Emerging research generally supportive of ketamine(Drug information on ketamine)’s rapid antidepressant effects has encouraged a few clinicians to prescribe the drug for their severely depressed, suicidal, and hospice-care patients, with reportedly good results.
“For the most part, the ketamine story and the excitement surrounding it is derived from research studies at the NIMH and Mount Sinai School of Medicine,” said David Feifel, MD, PhD, Professor of Psychiatry at the University of California, San Diego (UCSD) and Director of the Neuropsychiatry and Behavioral Medicine Program.
Ketamine is an FDA-approved anesthetic used in human and veterinary medicine. It is a high-affinity, noncompetitive NMDA-glutamate receptor antagonist that may also stimulate other receptors. It is classified as a Schedule III non-narcotic controlled substance and, at higher doses, is sometimes abused as a street drug called “Special K.”
In a recent article, Murrough and Charney1 wrote that ketamine “appears to be effective at reducing the range of depressive symptoms, including sadness, anhedonia, low energy, impaired concentration, negative cognitions, and suicidal ideation.”
Carlos Zarate Jr, MD, and his team from the NIMH’s Experimental Therapeutics and Pathophysiology Branch, along with NIMH-sponsored researchers, have conducted studies exploring ketamine’s rapid antidepressant effects among treatment-resistant depressed patients with either MDD or bipolar disorder.2,3 The drug might work, in part, they suggest, by strengthening neural connections.4
Recently, Zarate and colleagues reported that ketamine produced the fastest, strongest, and longest-lasting anti-suicidal intervention ever demonstrated in a controlled trial. In a replication of an earlier study, the researchers confirmed that ketamine not only lifts depression but also reduces suicidal thoughts in bipolar patients.5 Intravenous ketamine may prove useful for acutely suicidal patients receiving treatment in hospital emergency departments. A clinical trial sponsored by the Mount Sinai School of Medicine is investigating ketamine’s anti-suicidal ideation effects in patients admitted to a psychiatric hospital with prominent suicidal ideation and elevated risk of suicide.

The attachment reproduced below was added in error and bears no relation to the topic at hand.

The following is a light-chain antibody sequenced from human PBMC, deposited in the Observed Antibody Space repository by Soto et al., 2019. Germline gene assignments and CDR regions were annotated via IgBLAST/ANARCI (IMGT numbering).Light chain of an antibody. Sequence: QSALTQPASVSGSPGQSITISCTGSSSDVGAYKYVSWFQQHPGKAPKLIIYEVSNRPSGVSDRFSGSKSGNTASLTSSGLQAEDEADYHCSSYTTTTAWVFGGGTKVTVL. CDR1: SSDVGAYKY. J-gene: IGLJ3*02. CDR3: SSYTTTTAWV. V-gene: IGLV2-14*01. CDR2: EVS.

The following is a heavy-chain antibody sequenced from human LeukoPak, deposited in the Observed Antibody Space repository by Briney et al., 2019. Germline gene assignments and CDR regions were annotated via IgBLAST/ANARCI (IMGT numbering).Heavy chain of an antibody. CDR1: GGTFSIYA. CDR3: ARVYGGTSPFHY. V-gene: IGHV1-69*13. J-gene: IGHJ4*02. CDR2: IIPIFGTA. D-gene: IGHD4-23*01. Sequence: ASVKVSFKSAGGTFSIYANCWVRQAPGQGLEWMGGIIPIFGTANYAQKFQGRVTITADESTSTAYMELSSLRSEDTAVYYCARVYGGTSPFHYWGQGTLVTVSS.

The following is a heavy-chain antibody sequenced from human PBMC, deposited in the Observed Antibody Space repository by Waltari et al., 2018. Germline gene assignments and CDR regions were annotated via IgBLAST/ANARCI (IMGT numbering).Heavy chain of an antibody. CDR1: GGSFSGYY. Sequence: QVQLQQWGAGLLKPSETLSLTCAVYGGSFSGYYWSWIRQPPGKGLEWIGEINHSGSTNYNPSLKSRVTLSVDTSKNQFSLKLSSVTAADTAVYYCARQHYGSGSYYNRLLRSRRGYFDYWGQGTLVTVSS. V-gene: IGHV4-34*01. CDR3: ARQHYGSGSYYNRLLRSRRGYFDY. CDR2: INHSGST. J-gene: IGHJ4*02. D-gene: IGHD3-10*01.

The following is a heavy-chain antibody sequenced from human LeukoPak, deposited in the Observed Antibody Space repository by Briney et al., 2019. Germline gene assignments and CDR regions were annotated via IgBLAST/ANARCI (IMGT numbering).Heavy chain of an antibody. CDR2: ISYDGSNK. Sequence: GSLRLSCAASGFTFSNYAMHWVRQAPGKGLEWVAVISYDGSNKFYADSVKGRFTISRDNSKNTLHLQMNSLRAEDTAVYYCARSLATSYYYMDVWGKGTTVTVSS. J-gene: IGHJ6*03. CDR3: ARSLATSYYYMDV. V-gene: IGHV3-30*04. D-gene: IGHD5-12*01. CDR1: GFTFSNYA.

A recent review of published literature on intravenous ketamine for depressive symptoms in patients with treatment-resistant depression (TRD) included 3 case series, 1 case report, 3 open-label trials, and 1 randomized crossover trial.6
The findings from the analysis indicate that intravenous infusion of ketamine 0.5 mg/kg has rapid effects on reducing depression symptom scores in patients with treatment-resistant MDD, although the effects are generally not long-lasting (hours to days). In 2 of the small studies, the ketamine effect size was considered large or moderate to large. Regarding adverse effects, the authors noted that ketamine “is generally well tolerated, with adverse effects including transient changes in vital signs, mild dissociative effects that rapidly regress, and other relatively benign symptoms, such as headache and dizziness.”
The researchers concluded that there is insufficient evidence to recommend ketamine as a viable treatment option for TRD because the sustainability of ketamine efficacy across all patient populations remains to be seen and because the long-term adverse effects in the TRD patient population are unknown.
“People are of differing opinions,” Feifel acknowledged. “Some doctors are uncomfortable using it, both because it is a controlled substance that has psychotogenic properties and also because they believe it has not been researched enough in the arena of depression.”
Conversely, he added, there are other physicians (himself included) who feel it is warranted to use ketamine as an off-label treatment under certain circumstances. He pointed to ketamine’s well-established safety record and the use of a dose much lower than that used for anesthesia. Equally important, he said, “there are patients with severe treatment-refractory depression who are absolutely despondent and hopeless and are at risk for suicide.”
While extensive research is needed to understand how to optimally use ketamine, Feifel said, “I do believe it is reasonable and appropriate for clinicians who want to do so, to start using the medication for their patients. There are people who are going to die every day from lack of something that will help their depression. I don’t think we should sit by when we have something that could potentially make a difference.”